Time for a Career Change? Prepare Yourself to Excel

Five skills that'll help make the (right) career jump and proceed with confidence

The average person changes jobs a dozen times in their lives, which loosely translates to 5-7 career changes. It looks like I’m destined to remain below average on this front, because the fourth time’s the charm.

Ten years ago, I started working in the engineering and construction industry, and I’ve never looked back.

Reflecting on the decisions that have shaped my career path, I wanted to share my thoughts on how to recognize when it's time to make a career jump and how to proceed with confidence.

My Leap of Faith

With a seven-year hiatus to work with primary school kids (more on this later) I’ve spent the majority of my career in male-dominated fields, IT and construction engineering. If anything, being under-represented motived me to work harder and stay longer in those positions, to prove my abilities (to myself and others). Still, if you’re like the 60% of employees who are open to leaving their jobs, the reasons I ultimately left may resonate with you.

Burned (Out) to a Crisp

My first decision to make my first career jump was a no-brainer. I’d been working long hours as a systems analyst and IT manager for twelve years, and I was burned out. Between two young kids at home starting school, a killer commute, and multiple corporate takeovers, I was exhausted.

Job burnout directly impacts dissatisfaction, absenteeism, and inefficient decision making, but it also can contribute to severe health-related issues such as increased depression, heart disease, and pain. The bottom line—if your job is making you physically ill, you need to get out.

Test Your Mettle

If I thought 2 am phone calls to work out program bugs were tough, I never expected the feeling of standing in front of 32 fourth graders trying to teach them Microsoft Excel. My next career change as a Technology Coordinator for a K-8 private school yanked me right out of my comfort zone. If you’re considering a move, don’t ignore that voice in your head asking, “what if I tried something totally different?”

I jumped into a new field eager to pursue a passion for technology education. The unexpected lessons I learned have served me well as I’ve built my own business. Here’s a tip: adults have just as short an attention span as do 12-year old kids; hence the more things change, the more things stay the same.

Move Out to Move Up

According to Harvey Nash’s Women in Technology survey, 43% of women in IT cite lack of advancement opportunity as one of their greatest work challenges. However, the frustration of a stalled career progression just may be the kick in the pants you need to get to the next level. Don’t sell yourself short; another firm (or even starting your own firm) may be required to get the promotion you’ve earned.

Regardless of why you seek out a new position, building portable, cross-functional skills gives you the confidence to succeed in brand new settings. Here are five attributes I’ve worked hard to develop that have translated across diverse sectors:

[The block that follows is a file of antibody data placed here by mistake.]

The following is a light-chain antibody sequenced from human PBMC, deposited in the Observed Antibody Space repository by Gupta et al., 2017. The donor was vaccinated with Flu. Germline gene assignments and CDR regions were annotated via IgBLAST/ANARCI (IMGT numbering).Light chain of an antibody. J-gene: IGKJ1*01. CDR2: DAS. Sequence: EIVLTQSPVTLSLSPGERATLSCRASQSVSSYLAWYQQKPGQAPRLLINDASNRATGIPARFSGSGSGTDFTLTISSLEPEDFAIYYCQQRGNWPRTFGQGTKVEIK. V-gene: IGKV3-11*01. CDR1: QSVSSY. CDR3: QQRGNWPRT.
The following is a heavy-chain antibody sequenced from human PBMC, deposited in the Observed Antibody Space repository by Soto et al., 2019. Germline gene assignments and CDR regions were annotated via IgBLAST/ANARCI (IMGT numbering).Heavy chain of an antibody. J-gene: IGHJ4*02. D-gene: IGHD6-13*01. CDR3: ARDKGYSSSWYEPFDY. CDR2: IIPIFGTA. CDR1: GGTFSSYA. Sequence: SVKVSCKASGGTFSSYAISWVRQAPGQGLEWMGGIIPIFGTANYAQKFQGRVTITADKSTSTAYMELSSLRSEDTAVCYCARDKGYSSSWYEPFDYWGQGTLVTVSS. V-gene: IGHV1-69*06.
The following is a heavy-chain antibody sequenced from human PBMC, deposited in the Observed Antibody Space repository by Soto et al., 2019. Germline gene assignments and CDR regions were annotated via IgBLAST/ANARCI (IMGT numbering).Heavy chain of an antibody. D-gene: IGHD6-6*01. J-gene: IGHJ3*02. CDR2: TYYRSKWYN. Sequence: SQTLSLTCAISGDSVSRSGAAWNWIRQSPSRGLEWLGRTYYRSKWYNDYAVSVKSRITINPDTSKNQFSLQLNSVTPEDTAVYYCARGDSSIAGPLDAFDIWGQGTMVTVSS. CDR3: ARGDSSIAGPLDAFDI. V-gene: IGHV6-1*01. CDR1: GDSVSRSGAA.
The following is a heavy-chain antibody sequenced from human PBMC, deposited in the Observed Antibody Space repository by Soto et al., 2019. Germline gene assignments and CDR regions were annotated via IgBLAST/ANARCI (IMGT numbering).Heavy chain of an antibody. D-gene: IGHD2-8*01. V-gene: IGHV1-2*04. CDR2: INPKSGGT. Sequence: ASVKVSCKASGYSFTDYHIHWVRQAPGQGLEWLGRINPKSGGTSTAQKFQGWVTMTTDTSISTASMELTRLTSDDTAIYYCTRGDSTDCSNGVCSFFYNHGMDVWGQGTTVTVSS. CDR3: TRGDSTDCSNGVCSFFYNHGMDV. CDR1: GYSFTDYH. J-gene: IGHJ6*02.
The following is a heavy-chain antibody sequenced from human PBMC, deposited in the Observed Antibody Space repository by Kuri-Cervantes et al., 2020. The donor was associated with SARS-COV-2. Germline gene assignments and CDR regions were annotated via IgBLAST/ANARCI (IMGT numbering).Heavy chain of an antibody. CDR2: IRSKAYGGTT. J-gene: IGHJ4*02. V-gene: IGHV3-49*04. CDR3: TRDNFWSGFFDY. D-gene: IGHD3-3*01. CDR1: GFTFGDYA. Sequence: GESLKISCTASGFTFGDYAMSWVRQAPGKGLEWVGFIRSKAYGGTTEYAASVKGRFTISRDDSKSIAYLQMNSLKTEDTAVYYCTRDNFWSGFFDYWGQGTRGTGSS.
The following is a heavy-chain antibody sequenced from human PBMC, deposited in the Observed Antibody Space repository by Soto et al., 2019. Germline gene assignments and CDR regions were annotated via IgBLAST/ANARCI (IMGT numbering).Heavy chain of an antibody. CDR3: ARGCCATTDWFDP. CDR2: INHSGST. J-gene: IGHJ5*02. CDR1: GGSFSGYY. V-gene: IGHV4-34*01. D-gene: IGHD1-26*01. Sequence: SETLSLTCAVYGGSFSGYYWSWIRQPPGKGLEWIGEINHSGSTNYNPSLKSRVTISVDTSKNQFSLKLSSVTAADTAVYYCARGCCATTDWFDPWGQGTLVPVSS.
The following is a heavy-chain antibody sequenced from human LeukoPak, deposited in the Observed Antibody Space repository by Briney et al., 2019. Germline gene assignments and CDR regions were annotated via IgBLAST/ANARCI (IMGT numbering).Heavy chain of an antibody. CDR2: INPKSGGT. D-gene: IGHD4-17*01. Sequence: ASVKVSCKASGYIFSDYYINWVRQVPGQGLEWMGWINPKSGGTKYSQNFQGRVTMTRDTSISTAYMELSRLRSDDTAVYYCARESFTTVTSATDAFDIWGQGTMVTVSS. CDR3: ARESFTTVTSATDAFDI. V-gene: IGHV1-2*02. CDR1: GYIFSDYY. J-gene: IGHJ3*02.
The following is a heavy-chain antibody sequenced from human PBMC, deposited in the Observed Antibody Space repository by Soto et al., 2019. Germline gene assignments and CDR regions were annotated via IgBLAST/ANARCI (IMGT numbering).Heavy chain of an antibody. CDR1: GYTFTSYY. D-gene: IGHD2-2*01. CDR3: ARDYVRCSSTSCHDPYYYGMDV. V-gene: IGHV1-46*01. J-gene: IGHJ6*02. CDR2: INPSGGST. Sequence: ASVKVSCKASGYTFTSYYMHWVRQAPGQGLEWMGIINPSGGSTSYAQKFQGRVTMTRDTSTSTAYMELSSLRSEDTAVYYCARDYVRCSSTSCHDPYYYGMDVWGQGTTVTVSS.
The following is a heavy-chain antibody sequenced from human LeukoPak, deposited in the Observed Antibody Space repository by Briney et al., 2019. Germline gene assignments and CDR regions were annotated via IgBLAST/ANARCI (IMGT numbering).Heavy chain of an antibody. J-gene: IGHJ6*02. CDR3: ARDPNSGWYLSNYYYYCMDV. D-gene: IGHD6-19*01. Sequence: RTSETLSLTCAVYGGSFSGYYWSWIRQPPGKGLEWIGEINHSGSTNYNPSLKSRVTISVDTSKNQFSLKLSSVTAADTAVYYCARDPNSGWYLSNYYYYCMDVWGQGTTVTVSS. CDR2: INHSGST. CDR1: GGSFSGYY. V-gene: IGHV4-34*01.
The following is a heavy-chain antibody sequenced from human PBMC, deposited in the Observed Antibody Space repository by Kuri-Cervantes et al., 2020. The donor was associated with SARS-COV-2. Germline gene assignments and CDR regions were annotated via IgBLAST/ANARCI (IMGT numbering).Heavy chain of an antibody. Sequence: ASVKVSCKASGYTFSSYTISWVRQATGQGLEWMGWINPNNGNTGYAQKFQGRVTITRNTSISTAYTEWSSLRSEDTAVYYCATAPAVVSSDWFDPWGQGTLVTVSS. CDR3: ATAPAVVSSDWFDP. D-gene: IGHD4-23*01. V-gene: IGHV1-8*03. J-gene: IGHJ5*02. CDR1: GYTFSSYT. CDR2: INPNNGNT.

1. Don’t Wing It.
    Conventional wisdom states you shouldn’t try to be the smartest one in the room. I disagree. It’s precisely when you excel unexpectedly—when you make a connection others fail to identify—that your credibility rises. This requires doing your business homework and stepping up when no one else is able or willing.
  2. Know Your Position and Everyone Else’s.
    It’s your job to be a subject matter expert on the roles of everyone you work with. What are their priorities, struggles, and thought processes? Becoming a global thinker gives you insights into how others operate in their positions, which helps you maneuver and make better connections.
  3. Network Incessantly.
    How do you develop institutional knowledge? By absorbing as much information as possible from as many different people as possible. It’s one thing if you just want to do your job well. But if you want to build a career, you need to understand intrinsically where you fit in and how you can add value.
  4. Give to Get.
    Finally, I operate with a personal philosophy of giving respect to get respect. In most of my executive meetings, I’m sitting at the table with only men. While I’ve never personally experienced a hostile environment, I have had to learn to vocalize more often to ensure my voice gets heard and present myself as an equal.
  5. Never Stop Learning.
    I decided to get my Master of Information Systems graduate degree to refresh my skills and see what I’d been missing in the tech world. Although I did learn about new technology, I also reinforced my analytical and critical thinking skills, which are so desperately needed in the workplace. I am constantly reading articles and books, listening to others in my industry, and researching construction and technology trends to become a more effective leader.

Because I’ve challenged myself to build up these transferable skills, making the decision to start a software business (my fourth career jump) came easier, just as it did when I decided to take earlier detours. Whether you’re starting from scratch or picking up where you left off earlier, insatiable curiosity plus a willingness to take risks will help you prepare for your next career.